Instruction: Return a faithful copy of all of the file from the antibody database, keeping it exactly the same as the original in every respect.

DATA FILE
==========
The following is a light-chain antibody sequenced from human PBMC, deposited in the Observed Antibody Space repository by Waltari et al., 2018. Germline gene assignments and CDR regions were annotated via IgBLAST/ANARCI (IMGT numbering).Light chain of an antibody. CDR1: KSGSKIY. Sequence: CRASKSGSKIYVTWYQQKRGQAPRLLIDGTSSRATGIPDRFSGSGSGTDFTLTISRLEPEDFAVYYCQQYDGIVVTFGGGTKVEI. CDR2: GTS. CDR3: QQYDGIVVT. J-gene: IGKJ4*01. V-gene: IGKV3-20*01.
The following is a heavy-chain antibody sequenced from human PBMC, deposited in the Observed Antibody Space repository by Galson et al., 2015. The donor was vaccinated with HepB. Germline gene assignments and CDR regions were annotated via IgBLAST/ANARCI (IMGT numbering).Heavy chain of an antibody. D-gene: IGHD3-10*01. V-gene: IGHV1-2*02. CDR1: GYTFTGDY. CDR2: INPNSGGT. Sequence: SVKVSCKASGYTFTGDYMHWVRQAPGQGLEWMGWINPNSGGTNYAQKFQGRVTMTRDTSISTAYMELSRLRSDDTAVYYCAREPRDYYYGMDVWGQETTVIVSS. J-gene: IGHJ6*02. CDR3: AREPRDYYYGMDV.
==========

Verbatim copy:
The following is a light-chain antibody sequenced from human PBMC, deposited in the Observed Antibody Space repository by Waltari et al., 2018. Germline gene assignments and CDR regions were annotated via IgBLAST/ANARCI (IMGT numbering).Light chain of an antibody. CDR1: KSGSKIY. Sequence: CRASKSGSKIYVTWYQQKRGQAPRLLIDGTSSRATGIPDRFSGSGSGTDFTLTISRLEPEDFAVYYCQQYDGIVVTFGGGTKVEI. CDR2: GTS. CDR3: QQYDGIVVT. J-gene: IGKJ4*01. V-gene: IGKV3-20*01.
The following is a heavy-chain antibody sequenced from human PBMC, deposited in the Observed Antibody Space repository by Galson et al., 2015. The donor was vaccinated with HepB. Germline gene assignments and CDR regions were annotated via IgBLAST/ANARCI (IMGT numbering).Heavy chain of an antibody. D-gene: IGHD3-10*01. V-gene: IGHV1-2*02. CDR1: GYTFTGDY. CDR2: INPNSGGT. Sequence: SVKVSCKASGYTFTGDYMHWVRQAPGQGLEWMGWINPNSGGTNYAQKFQGRVTMTRDTSISTAYMELSRLRSDDTAVYYCAREPRDYYYGMDVWGQETTVIVSS. J-gene: IGHJ6*02. CDR3: AREPRDYYYGMDV.